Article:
The U.S. dollar is getting stronger everywhere but Costa Rica. Financial reports show that the dollar is up 3.3 percent just in March on international markets.
Even gold was pegged at $1,159 per ounce, a significant dip. The Mexican peso was at a record low against the dollar and even the Japanese yen took a dip.
Europe’s euro currency fell close to a 12-year low against the dollar.
The single currency used in the 19-nation eurozone dropped to $1.07, the lowest point since April 2003, and far off its high point at more than $1.60 in mid-2008, according to wire service reports.
The currency traders expect that U.S. interest rates will rise making the dollar even stronger.
In Costa Rica, however, the dollar was trading on the MONEX daily market in the 535-colon range. Some $18.8 million traded hands, according to the Banco Central de Costa Rica. The bank has vowed to defend the colon.
The colon was pegged at 528.63 and 540.52.
The undervalued dollar makes some expats here unhappy because they receive their income in the U.S. currency. Exporters who sell in dollars abroad are getting fewer colons than the international market would suggest.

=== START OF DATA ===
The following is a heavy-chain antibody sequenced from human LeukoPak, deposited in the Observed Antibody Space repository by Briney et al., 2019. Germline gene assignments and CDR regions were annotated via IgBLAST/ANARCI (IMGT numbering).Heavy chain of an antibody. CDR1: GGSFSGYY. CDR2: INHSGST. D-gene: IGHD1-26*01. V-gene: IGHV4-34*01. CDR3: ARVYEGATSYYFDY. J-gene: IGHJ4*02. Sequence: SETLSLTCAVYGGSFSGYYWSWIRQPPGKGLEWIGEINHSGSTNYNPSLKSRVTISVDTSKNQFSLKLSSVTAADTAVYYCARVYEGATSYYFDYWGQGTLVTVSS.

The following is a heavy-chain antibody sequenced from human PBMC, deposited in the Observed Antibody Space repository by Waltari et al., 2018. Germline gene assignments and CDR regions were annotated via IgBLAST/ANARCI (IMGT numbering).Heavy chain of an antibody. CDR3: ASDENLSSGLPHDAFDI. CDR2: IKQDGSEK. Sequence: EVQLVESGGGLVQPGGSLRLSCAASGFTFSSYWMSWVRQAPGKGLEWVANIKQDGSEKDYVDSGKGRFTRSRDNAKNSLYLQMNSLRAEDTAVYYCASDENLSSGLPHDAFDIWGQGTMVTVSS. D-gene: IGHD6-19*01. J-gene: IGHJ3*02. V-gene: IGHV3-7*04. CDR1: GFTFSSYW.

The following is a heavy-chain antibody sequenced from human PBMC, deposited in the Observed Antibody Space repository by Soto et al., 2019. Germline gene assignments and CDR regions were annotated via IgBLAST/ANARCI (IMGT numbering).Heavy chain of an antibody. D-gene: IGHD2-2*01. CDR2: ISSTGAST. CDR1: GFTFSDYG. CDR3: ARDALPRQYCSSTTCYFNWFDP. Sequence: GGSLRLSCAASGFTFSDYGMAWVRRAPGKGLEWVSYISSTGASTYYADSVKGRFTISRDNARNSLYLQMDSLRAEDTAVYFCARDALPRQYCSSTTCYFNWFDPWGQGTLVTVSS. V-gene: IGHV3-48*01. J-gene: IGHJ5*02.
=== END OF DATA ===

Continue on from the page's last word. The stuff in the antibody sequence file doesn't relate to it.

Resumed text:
The value of the euro has been dropping for weeks in lockstep with the weak European economy and advancing U.S. fortunes. European investors and officials are also worried that negotiations over Greece’s bailout may prove difficult to resolve in the coming months.
The American labor market added 295,000 jobs last month, the 12th straight month in which job growth has totaled more than 200,000, pushing the U.S. unemployment rate down to 5.5 percent. Meanwhile, the eurozone jobless rate is at more than 11 percent.
The European Central Bank embarked Monday on a $1.2 trillion stimulus plan aimed at boosting the continent’s economy and job growth, but it had the immediate effect of weakening the euro against the dollar.
For several years, the U.S. central bank, the Federal Reserve, also bought billions of dollars of securities every month to generate economic growth, but now has ended the program. With the improving U.S. economy, the Fed is expected to raise its benchmark interest rate in the coming months, an effort aimed at keeping the economy from advancing too rapidly.